Jeep Pickup Promised for L.A. Has Us Scrambling to Find Out What It Is

img626789492 1541103007822 jpg 1982 Jeep CJ-8 Scrambler | Manufacturer image

It’s been quite a number of years since Jeep sold a pickup truck of any kind, with the last Jeep-with-a-bed ending production in 1992. The Comanche was built off the old Cherokee and still remains a favorite of Jeep enthusiasts. But what’s old is new again, and Jeep appears to be returning to the pickup world with the debut of something new at the 2018 Los Angeles Auto Show, according to a press release from the show’s organizers.

Related: More 2018 L.A. Auto Show News

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Major auto shows all over the world are hurting from an increasing lack of automaker participation, but you’d never know if from the list of debuts set for the L.A. auto show in a few weeks. Organizers say that more than 50 new vehicle debuts, both production and concept vehicles, will be on display when the show’s doors open, including a “pickup truck from Jeep.”

Rumored to be the Wrangler-based “Scrambler” (it may or may not have that name when it’s finally unveiled), this will mark the first time the media and public will get to see the truck, expected to go on sale in 2019. We’ve been following it pretty closely on our sister site,; you can follow along there, too, by clicking here.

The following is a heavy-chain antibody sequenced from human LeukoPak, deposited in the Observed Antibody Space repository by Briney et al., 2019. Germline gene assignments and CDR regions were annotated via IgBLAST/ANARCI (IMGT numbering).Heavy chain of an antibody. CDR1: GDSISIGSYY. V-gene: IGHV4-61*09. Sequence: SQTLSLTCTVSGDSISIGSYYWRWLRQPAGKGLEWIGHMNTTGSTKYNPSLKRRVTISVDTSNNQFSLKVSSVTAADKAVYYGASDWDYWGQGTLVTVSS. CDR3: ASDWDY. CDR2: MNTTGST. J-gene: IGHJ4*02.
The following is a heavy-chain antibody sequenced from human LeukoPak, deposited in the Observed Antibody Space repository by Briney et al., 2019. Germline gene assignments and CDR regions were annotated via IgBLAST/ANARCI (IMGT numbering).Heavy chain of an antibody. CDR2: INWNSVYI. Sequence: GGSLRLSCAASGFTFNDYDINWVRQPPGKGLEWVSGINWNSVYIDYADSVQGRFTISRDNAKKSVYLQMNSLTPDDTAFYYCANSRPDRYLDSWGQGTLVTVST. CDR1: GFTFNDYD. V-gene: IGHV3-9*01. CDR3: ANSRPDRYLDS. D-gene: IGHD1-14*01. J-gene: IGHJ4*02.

We’ve waited a long time for this rig, and we’re pretty excited to see what Jeep has cooked up. The truck is expected to be built alongside the latest Wrangler “JL” at the company’s Toledo Assembly Plant in Ohio, and further rumors have suggested that a new Ram mid-size pickup may also be based off it.

All I know is that I keep seeing caravans of camouflaged Jeep pickups running around here in Ann Arbor, Mich., in the evening doing real-world testing — and the desire to peel back some of that camo is strong.

img1141414967 1541103008386 jpg 1986 Jeep Comanche | Manufacturer image’s Editorial department is your source for automotive news and reviews. In line with’s long-standing ethics policy, editors and reviewers don’t accept gifts or free trips from automakers. The Editorial department is independent of’s advertising, sales and sponsored content departments.

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Detroit Bureau Chief Aaron Bragman has had over 25 years of experience in the auto industry as a journalist, analyst, purchasing agent and program manager. Bragman grew up around his father’s classic Triumph sports cars (which were all sold and gone when he turned 16, much to his frustration) and comes from a Detroit family where cars put food on tables as much as smiles on faces. Today, he’s a member of the Automotive Press Association and the Midwest Automotive Media Association. His pronouns are he/him, but his adjectives are fat/sassy. Email Aaron Bragman

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